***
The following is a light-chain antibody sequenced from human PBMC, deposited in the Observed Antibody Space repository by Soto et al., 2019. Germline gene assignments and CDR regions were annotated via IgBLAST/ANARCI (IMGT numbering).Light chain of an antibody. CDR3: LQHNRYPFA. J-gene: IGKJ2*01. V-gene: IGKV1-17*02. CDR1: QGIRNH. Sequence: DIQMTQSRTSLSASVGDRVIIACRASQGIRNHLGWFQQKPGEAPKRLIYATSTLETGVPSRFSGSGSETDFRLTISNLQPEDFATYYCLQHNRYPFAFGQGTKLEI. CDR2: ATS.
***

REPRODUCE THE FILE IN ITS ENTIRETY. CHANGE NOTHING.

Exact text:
The following is a light-chain antibody sequenced from human PBMC, deposited in the Observed Antibody Space repository by Soto et al., 2019. Germline gene assignments and CDR regions were annotated via IgBLAST/ANARCI (IMGT numbering).Light chain of an antibody. CDR3: LQHNRYPFA. J-gene: IGKJ2*01. V-gene: IGKV1-17*02. CDR1: QGIRNH. Sequence: DIQMTQSRTSLSASVGDRVIIACRASQGIRNHLGWFQQKPGEAPKRLIYATSTLETGVPSRFSGSGSETDFRLTISNLQPEDFATYYCLQHNRYPFAFGQGTKLEI. CDR2: ATS.